Dunolly is a rural township in central north-western Victoria, 50 km west of Bendigo and 150 km north-west of Melbourne.
GRAZING AND GOLD
Dunolly was the name of a pastoral run taken up by Archibald McDougall in 1845. He named it after Dunolly Castle, Oban, Scotland, the seat of the McDougall clan. In 1852 gold was discovered at Moliagul, about 14 km north-west of Dunolly. McDougall's run was about midway between Moliagul and Dunolly, and in 1854 he sold it to Henry Simson who subdivided it for settlement. However, gold seekers moved through and beyond Simson's subdivision, uncovering rich finds, concluding at a particularly rich field in 1856 north of the future township of Dunolly. This place became known as old Dunolly. The miners more or less followed the valley of Burnt Creek, which runs in an arc around the west and south of the present township.
The Moliagul-Dunolly region became renowned for large nuggets, and recorded the largest per capita gold production of any mining town in Victoria in 1857. The Burnt Creek mine exploited reef gold and had a life of 22 years.
A police camp was established at old Dunolly, but the permanent township was surveyed further south. It grew quickly. An Anglican school was opened in 1857, and a borough council was proclaimed on 21 May 1858. A hospital was built in 1860, and additions were made to it during the next 70 years.
A court house was built in 1862 and the hall for the Bet Bet Shire council was built in Dunolly in 1863. The London Chartered Bank of Australasia built elaborate chambers on the main street, the Broadway, in 1867, and the building is on the Victorian Heritage Register. In 1875 Dunolly was described in the Australian handbook:
Dunolly was a rail terminus from 1874 to 1878 and has been a rail junction for the Inglewood and St Arnaud lines since 1888. This made it an important wheat transhipment point when the northern and Wimmera wheatlands later came into production. Before that happened, Dunolly's hinterland was agriculturally productive and the town did not suffer badly from the decline of mining. In 1893 a large flour mill replaced the earlier one (1873) and there were industries such as a foundry, brick works and a soap factory. In 1884 a new court house was built. Three years later it was exchanged for the Dunolly town hall building. The town hall (originally the court house) in the Broadway and the court house (originally the town hall, 1862) in Market Street are listed on the Victorian Heritage Register.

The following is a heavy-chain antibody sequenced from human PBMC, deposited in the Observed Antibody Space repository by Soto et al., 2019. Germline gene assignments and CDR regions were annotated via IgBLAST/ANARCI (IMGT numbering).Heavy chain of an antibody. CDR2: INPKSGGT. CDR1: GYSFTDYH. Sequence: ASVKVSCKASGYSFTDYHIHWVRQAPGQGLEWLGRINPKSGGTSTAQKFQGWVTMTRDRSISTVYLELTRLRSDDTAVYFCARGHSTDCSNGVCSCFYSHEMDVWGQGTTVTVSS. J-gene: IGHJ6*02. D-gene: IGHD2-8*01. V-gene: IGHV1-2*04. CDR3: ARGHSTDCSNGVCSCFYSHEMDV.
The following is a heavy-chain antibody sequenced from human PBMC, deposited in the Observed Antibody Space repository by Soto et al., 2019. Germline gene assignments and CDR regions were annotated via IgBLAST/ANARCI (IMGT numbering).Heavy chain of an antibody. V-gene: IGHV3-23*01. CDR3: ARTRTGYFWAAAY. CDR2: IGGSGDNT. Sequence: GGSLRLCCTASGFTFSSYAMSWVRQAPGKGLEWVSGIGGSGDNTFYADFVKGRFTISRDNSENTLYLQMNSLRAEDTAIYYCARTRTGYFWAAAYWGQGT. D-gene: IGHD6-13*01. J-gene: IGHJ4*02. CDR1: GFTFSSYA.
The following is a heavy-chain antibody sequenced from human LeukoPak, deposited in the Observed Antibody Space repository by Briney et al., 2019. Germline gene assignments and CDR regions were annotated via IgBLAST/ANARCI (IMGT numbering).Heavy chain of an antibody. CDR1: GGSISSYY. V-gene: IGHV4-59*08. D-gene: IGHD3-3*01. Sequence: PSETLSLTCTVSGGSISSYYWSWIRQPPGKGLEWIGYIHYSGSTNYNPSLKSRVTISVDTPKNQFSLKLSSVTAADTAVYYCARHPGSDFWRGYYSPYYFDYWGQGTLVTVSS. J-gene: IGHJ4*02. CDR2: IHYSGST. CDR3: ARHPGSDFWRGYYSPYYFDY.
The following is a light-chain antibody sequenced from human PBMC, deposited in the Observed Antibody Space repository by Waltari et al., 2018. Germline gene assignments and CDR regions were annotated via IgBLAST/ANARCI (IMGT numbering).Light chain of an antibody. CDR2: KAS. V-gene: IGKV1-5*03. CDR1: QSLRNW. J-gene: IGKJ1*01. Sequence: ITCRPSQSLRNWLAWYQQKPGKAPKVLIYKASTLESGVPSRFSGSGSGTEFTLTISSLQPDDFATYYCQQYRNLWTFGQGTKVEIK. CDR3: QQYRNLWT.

In 1903 Dunolly was described in the Australian handbook:
In 1908 country races were replaced by a golf club on the racecourse. Dunolly's population fell by nearly one third between 1911 and 1921, and on 1 November 1921, the borough was united with Bet Bet Shire. Twenty years later Dunolly came into war-time prominence when a massive grain storage shed was built near the railway junction. It was enlarged in 1943, reaching dimensions of 520 metres by 74 metres. Described as the largest shed in the world, it was internally supported by forest-wood poles and called a stick shed. It was demolished in 1987. Its nearest copy is a stick shed at Murtoa. Both have been termed 'cathedral like' when viewed from inside.
A goldfields museum was opened in Dunolly in 1966 and a motel was opened in 1988. Dunolly was unfortunate in the 1980s when the annexe factory of the Maryborough Knitting Mills was closed (1980) and railway passenger services ended. During the 1990s government lands and conservation offices were closed, the Council offices were closed when Bet Bet Shire was united with Central Goldfields Shire and the last bank closed in 1998. Only local agitation kept open the 13-bed hospital.
In addition to historic buildings already mentioned, the Anglican church and vicarage (1864-69) and the Catholic church (1871) are on the Register of the National Estate. The town hall and war memorial are striking reminders of civic pride, and many commercial buildings along the Broadway are intact examples of nineteenth century architecture.
There are still bulk grain storage facilities, along with tennis courts, a swimming pool (1956), a bowling club, a recreation reserve, a football club, a hotel and a caravan park. The school had 130 pupils (1998) and 80 pupils (2014). The museum/tourist information centre has details of historic walks around Dunolly. A goldrush festival is held annually on Melbourne Cup weekend and there is a well-attended monthly market along the Broadway.
Dunolly's census populations have been:
At the 2011 census the median age of residents was 55 (Australia 37 years).
Dunolly yesterday and today, Dunolly Town Hall Committee of Management, 1988
James Flett, Dunolly: story of an old gold diggings, Hawthorn Press, 1974
Jeanette Richards, Back to Dunolly - 150 years, Dunolly, 2006
Official booklet of Dunolly 'back-to' celebrations 1856-1956
R.L. Carless, Golden memories, Goldfields' Historical and Arts Society, 1983, 2001